Dangers of unbalanced diets
Half of the South Korean population is either over- or under-nourished, according to the Korea Centers for Disease Control and Prevention. About 20 percent of the population either lacks essential nutrients for normal bodily functions, such as vitamins and dietary minerals, or eats too much unhealthy food. The finding shows that public knowledge about preventing diseases and promoting healthy lifestyles through a balanced diet is lacking. According to a public nutritional standards study, 48.9 percent of men and 50.5 percent of women have either 75 percent of the key nutrients they need to generate energy or more than 125 percent.
Undernourishment can weaken physical and mental health and immunity, making the body vulnerable to diseases like malaria or tuberculosis. If a woman in her 20s is undernourished during pregnancy, both the health of the mother and the child could be at risk. This can lead to a low fertility rate and premature babies. On the other hand, overindulgence leads to obesity and other diseases, which will lead to higher medical cost.
The most serious dietary imbalances are found among people in their 20s. Women in the age group were the most undernourished and men overate in energy and cholesterol rich foods. The results of the survey suggest that they were not educated on what constitutes a healthy and balanced diet during their schooldays. A public nutrition study showed that the ratio of people older than elementary school age who receive nutrition-related education or consultancy has been falling - down to 6.6 percent in 2013 from 9.2 percent in 2005.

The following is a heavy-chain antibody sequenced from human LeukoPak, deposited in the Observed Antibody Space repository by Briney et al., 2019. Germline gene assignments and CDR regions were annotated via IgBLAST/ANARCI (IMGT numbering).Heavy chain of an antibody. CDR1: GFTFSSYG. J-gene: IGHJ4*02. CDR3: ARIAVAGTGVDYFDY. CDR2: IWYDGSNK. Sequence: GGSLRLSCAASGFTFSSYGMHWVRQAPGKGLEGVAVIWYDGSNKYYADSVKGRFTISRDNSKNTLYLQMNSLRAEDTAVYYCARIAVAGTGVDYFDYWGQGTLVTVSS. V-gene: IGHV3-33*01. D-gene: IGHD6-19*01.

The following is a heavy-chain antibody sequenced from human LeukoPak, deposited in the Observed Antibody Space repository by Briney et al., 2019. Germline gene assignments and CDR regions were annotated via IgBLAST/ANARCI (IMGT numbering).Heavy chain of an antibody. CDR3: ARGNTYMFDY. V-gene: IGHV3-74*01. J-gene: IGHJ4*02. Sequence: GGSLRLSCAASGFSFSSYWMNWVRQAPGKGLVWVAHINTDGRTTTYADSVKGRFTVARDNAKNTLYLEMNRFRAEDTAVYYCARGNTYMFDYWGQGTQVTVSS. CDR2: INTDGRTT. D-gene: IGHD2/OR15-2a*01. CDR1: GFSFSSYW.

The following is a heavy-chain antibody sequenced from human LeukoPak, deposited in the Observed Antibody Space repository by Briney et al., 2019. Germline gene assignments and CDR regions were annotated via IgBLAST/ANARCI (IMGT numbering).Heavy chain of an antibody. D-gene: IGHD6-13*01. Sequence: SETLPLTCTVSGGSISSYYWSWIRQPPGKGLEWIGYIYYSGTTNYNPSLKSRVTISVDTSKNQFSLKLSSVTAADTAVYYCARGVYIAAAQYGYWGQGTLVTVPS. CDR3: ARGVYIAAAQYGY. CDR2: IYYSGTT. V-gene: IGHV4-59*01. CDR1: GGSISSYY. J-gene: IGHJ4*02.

Given the circumstances, public campaigning and support is needed to improve healthy eating and diet habits. Schools and community centers must not just provide food, but also pay equal attention to educating people on eating the right food and keeping good dietary habits to improve public health. Needless to say, preventing disease is as important as combating it in public welfare policy. Koreans must not forget the simplest fact, that good eating habits are the best way to prevent illnesses. JoongAng Ilbo, Dec. 1, Page 30
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